Source: Life in the Fast Lane - August 30, 2014 Category: Emergency Medicine Authors: Chris Nickson Tags: Anaesthetics Emergency Medicine child cricothyroidotomy mike cameron paediatric surgical airway trick of the trade Source Type: blogs
Balloon mitral valvotomy – the modern treatment for mitral stenosis
Inflated balloon across the mitral valve Long back, mitral stenosis (narrowing of the valve between the left atrium and left ventricle) used to be treated by a surgery known as closed mitral valvotomy in which the surgeon used to open the chest and introduce a mechanical device to enlarge the narrowed valve through the tip of the left ventricle. Currently this procedure has become obsolete and almost extinct with the development of balloon mitral valvotomy (BMV). In this procedure, balloon at the tip a long tube (balloon catheter) is used to enlarge the narrowed valve. The balloon catheter for this procedure is introduced ...
Source: Cardiophile MD - August 30, 2014 Category: Cardiology Authors: Prof. Dr. Johnson Francis MD, DM, FACC, FRCP Edin, FRCP London Tags: Heart Disease FAQ Source Type: blogs
Masimo rainbow DCI-mini Hemoglobin Spot-Check Sensor Cleared in Europe, Japan
Masimo has received European and Japanese regulatory approvals to introduce the rainbow DCI-mini non-invasive hemoglobin (SpHb) sensor. Intended for infants and small kids weighing 3 to 30 kg (6.6 lbs to 66 lbs), the sensor connects to Masimo’s Pronto monitor that displays the readings. Finger sensors for hemoglobin have only been available for patients 10 kg (22 lbs) and larger, making catching anemia difficult in small kids without the drama of drawing blood. The DCI-mini is clipped onto to a child’s finger, or a toe on smaller kids, and provides spot-check readings at any time. Masimo hopes that the new...
Source: Medgadget - August 29, 2014 Category: Technology Consultants Authors: Editors Tags: Anesthesiology Cardiology Critical Care Pediatrics Source Type: blogs
Technology, Lower Reimbursements Reduce Number of Radiology Positions
I have blogged before about the shrinking residency and job opportunities in radiology (see: Job Prospects Dimming for Residents in Radiology; Defining the Underlying Problems; Radiology Jobs Trend Downward; Blame Technology and Reimbursement). Also see this: Job Prospects Are Dimming for Radiology Trainees. This seems to be the result of a number of factors including: (1) incumbent radiologists are able to work more efficiently due to RIS/PACS support; (2) some radiologists have reportedly postponed their retirement due to the financial downturn in 2008; (3) teleradiology enabled some radiologists to find part-time o...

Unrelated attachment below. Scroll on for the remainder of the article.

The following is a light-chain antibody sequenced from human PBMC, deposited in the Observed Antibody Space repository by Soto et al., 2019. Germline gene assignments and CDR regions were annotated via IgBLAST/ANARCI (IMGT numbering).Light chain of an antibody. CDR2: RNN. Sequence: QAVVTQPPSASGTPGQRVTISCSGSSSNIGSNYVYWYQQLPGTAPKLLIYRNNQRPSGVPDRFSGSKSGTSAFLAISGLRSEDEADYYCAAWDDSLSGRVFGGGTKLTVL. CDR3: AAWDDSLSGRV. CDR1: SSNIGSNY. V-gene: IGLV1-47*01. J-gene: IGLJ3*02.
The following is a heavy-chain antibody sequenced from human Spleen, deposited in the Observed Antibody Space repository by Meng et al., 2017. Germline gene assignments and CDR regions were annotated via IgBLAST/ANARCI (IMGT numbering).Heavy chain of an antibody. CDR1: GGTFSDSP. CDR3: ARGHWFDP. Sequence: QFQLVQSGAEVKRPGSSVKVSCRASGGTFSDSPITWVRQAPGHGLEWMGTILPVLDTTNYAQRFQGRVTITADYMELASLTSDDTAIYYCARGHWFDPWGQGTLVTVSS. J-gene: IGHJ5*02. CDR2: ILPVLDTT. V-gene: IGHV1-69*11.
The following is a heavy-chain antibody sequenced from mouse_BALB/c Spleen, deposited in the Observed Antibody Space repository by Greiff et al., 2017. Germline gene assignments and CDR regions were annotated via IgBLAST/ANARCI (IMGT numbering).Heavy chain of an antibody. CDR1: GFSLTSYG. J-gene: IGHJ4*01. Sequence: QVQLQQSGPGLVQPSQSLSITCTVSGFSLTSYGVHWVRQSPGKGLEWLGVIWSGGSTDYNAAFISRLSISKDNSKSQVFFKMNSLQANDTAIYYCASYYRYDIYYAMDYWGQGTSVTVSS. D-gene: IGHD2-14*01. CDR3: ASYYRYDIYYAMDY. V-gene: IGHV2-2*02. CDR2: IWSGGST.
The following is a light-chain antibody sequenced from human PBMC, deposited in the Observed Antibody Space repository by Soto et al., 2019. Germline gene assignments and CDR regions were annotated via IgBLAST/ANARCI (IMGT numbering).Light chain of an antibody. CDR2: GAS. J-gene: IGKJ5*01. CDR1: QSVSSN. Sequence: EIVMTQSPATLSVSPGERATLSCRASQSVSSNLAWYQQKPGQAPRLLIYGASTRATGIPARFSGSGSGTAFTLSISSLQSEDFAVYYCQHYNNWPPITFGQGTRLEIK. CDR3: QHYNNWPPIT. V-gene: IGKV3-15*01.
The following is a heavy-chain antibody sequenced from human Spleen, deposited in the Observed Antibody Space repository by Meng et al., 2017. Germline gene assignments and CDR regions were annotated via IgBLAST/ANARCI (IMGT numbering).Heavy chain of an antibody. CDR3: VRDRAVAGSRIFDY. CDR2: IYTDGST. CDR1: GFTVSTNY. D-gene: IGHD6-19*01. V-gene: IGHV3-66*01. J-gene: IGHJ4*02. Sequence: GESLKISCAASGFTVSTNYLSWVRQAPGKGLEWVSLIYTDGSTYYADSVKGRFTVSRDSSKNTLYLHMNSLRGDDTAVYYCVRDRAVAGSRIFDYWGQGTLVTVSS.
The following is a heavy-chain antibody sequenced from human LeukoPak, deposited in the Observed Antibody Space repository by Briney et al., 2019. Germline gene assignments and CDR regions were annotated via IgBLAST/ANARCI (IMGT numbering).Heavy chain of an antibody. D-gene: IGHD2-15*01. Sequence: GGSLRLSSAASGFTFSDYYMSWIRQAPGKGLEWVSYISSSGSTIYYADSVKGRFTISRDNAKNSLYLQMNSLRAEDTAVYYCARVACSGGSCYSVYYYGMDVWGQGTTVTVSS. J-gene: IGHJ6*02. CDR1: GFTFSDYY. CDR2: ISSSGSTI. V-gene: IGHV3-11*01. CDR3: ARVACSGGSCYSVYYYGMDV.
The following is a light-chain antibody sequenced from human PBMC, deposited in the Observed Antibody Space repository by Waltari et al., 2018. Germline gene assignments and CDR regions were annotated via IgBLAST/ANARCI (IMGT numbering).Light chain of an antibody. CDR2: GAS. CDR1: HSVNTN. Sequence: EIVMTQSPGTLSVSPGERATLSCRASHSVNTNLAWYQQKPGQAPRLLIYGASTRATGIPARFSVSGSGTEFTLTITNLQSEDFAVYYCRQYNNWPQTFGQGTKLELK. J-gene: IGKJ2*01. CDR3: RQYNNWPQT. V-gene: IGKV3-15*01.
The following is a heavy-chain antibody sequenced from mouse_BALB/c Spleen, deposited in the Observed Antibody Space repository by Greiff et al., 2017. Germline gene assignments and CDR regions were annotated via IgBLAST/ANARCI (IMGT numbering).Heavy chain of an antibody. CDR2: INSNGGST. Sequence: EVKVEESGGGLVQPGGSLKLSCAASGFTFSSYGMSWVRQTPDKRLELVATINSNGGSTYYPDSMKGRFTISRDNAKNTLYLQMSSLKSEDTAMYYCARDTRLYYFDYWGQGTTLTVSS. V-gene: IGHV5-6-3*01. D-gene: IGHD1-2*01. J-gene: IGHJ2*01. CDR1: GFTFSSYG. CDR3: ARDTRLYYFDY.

Source: Lab Soft News - August 29, 2014 Category: Pathologists Authors: Bruce Friedman Tags: Healthcare Delivery Healthcare Information Technology Source Type: blogs
The RUC. "an Independent Group of Physicians?" - But It Includes Executives and Board Members of For-Profit Health Care Corporations and Large Hospital Systems
Introduction We just discussed how a major story in Politico has once again drawn attention to the opaque RUC (Resource Based Relative Value System Update Committee) and its important role in determining what physicians are paid for different kinds of services, and hence the incentives that have helped make the US health care system so procedurally oriented. (See the end of our last post for a summary of the complex issues that swirl around the RUC.)The Politico article covered most of the bases, but notably omitted how the RUC may be tied to various large health care organizations, especially for-profit, and how the...
Source: Health Care Renewal - August 28, 2014 Category: Health Management Tags: AMA boards of directors conflicts of interest health care prices healthcare executive hospital systems perverse incentives regulatory capture RUC Source Type: blogs
My University of Michigan Experience
By: Ethel Osei-Tutu, medical student, University of Cape Coast, School of Medical Sciences, Ghana Editor’s Note: For more information on the Ghana–Michigan medical student exchange program, see “Perceptions of Ghanaian Medical Students Completing a Clinical Elective at the University of Michigan Medical School” by Abedini, Danso-Bamfo, and colleagues, published in the July issue. The University of Cape Coast, School of Medical Sciences (UCCSMS) began a yearly exchange program with the University of Michigan (UMich) in 2012. Four final-year students from UCCSMS are selected each ...